By the next scene this genial, mordantly funny, T. S. Eliot- and John Berryman-quoting gentleman has mysteriously disappeared, leaving his new employee to perform the aforesaid duties for an increasingly crowded household. (The verse that really should be quoted in the play is Philip Larkin's famous dictum about how mum and dad really, um, screw you up.)

First to arrive is the Westons' middle daughter, the withdrawn, 44-year-old Ivy (Sally Murphy). She distracts Mama from worries about Daddy's disappearance by playing human dartboard for catty comments about her love life. Among Violet's more benign observations: "Your shoulders are slumped and your hair's all straight and you don't wear makeup. You look like a lesbian."

More diversion comes courtesy of Violet's blowsy sister Mattie Fae, played to the repellent hilt by Rondi Reed, who shares her sister's lacerating tongue (though she hasn't got the symbolic cancer of the mouth — yet). She browbeats her milquetoast husband, Charlie (Francis Guinan), and runs down her adult son, Little Charles (Ian Barford). "Little Charles isn't complicated," Mattie Fae snaps when Charlie compares him with the missing Beverly. "He's just unemployed."

When the Westons' oldest daughter, Barbara (Amy Morton), arrives from Colorado, with newly estranged husband and pot-smoking teenage daughter in tow, she tries to restore some order to the fractious atmosphere, though the handfuls of pills Violet keeps downing make this a challenging task. Last to arrive is the youngest, Karen (Mariann Mayberry), a chatty redhead whose scattered life has at last come together.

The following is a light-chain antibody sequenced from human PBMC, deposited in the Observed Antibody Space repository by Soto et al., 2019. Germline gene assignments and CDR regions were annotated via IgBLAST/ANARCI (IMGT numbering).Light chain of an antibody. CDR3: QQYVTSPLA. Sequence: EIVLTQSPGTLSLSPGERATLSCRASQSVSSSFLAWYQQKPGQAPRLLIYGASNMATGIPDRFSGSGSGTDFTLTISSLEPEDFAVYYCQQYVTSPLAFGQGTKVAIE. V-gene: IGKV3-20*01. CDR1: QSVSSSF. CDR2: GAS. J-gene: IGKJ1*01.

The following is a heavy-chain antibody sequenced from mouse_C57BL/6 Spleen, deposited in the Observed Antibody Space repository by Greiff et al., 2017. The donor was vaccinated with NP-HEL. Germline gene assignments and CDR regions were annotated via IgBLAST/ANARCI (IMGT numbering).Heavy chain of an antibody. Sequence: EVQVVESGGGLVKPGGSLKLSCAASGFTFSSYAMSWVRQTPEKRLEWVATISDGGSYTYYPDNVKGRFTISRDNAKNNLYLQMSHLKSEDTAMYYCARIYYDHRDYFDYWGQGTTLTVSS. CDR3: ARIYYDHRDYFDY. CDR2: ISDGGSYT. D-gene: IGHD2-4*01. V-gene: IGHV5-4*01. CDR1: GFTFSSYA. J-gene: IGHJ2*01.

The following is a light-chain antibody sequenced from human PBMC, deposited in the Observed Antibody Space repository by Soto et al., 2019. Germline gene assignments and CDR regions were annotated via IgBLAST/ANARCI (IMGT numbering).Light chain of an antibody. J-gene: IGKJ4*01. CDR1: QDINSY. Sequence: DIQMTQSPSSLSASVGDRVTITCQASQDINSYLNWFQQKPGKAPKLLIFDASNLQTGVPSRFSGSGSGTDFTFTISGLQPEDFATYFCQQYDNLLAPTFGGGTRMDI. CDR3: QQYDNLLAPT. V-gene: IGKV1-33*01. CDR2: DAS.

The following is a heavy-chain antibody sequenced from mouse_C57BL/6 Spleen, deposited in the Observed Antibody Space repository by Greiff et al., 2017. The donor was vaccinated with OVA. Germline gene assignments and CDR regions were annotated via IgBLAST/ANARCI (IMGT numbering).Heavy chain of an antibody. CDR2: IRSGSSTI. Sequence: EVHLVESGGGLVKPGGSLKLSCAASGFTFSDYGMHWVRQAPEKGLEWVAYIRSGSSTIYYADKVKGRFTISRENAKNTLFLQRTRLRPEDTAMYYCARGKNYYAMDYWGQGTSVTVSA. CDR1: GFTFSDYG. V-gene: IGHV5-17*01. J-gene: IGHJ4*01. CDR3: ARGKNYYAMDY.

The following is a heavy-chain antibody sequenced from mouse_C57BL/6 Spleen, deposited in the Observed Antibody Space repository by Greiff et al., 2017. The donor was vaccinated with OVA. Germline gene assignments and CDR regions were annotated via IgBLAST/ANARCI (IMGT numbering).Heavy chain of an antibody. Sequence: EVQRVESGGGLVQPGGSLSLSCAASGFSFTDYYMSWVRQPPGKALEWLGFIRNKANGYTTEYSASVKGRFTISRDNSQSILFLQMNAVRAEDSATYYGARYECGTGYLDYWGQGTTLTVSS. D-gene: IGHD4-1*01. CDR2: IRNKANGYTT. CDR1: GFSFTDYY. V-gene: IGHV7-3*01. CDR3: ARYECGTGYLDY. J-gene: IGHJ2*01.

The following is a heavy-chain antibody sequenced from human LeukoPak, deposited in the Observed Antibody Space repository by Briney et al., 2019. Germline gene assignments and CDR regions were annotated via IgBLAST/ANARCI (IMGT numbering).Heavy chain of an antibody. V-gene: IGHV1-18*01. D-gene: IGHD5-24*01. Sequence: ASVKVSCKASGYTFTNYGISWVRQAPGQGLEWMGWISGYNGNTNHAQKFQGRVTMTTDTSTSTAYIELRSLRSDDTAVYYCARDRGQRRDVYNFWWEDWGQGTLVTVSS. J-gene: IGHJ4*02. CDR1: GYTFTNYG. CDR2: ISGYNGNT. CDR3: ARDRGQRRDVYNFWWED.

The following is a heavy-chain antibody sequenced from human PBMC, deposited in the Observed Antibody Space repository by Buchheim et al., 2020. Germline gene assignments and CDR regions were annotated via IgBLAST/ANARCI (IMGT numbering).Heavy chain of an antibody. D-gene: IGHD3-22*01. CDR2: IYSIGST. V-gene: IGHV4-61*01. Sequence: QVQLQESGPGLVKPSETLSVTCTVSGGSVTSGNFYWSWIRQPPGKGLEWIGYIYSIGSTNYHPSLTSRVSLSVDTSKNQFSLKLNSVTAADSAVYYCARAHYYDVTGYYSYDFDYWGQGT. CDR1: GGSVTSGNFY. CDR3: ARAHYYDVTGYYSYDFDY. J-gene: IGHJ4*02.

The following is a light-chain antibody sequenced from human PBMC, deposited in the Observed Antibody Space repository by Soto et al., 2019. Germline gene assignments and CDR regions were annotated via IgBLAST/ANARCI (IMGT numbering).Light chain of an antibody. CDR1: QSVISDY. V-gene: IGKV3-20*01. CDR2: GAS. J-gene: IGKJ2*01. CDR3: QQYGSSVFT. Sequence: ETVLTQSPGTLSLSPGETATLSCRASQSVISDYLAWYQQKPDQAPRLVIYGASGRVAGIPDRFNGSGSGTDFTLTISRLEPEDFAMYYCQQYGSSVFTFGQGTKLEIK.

Having assembled three generations of the Weston family under the eaves of the family home in rural Oklahoma, Mr. Letts merrily sets about exposing the pathologies that have long drawn them toxically together and driven them apart.

What has he got to offer? You name it. Drug abuse and alcoholism are mere palate-cleansers for this clan. The many other pathogens that can corrode the "cruel covenant" of American marriage and domestic life (to use Beverly's poetic term) are all accounted for. Adultery? Plenty. Pedophilia? Check. Emotional and physical abuse? Yup. Special bonus horror: Incest!

At regular intervals new revelations are dished out from the play's heaping casserole of secrets, sorrows and betrayals, in scenes that often build to hair-raising emotional standoffs or the occasional screaming match. There is nary an unrewarding role in the play (well, maybe the saintly Johnna's), and the Steppenwolf cast chews into the material with relish.